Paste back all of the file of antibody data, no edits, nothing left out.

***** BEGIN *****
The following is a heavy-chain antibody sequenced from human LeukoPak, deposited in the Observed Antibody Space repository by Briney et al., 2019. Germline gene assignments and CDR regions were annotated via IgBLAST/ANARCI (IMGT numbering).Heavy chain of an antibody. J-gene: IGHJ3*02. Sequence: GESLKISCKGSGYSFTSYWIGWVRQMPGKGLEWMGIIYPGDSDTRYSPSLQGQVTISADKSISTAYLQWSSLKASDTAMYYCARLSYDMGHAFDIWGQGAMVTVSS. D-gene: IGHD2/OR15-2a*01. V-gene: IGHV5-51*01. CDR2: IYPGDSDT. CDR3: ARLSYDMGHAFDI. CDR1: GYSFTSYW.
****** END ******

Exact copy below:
The following is a heavy-chain antibody sequenced from human LeukoPak, deposited in the Observed Antibody Space repository by Briney et al., 2019. Germline gene assignments and CDR regions were annotated via IgBLAST/ANARCI (IMGT numbering).Heavy chain of an antibody. J-gene: IGHJ3*02. Sequence: GESLKISCKGSGYSFTSYWIGWVRQMPGKGLEWMGIIYPGDSDTRYSPSLQGQVTISADKSISTAYLQWSSLKASDTAMYYCARLSYDMGHAFDIWGQGAMVTVSS. D-gene: IGHD2/OR15-2a*01. V-gene: IGHV5-51*01. CDR2: IYPGDSDT. CDR3: ARLSYDMGHAFDI. CDR1: GYSFTSYW.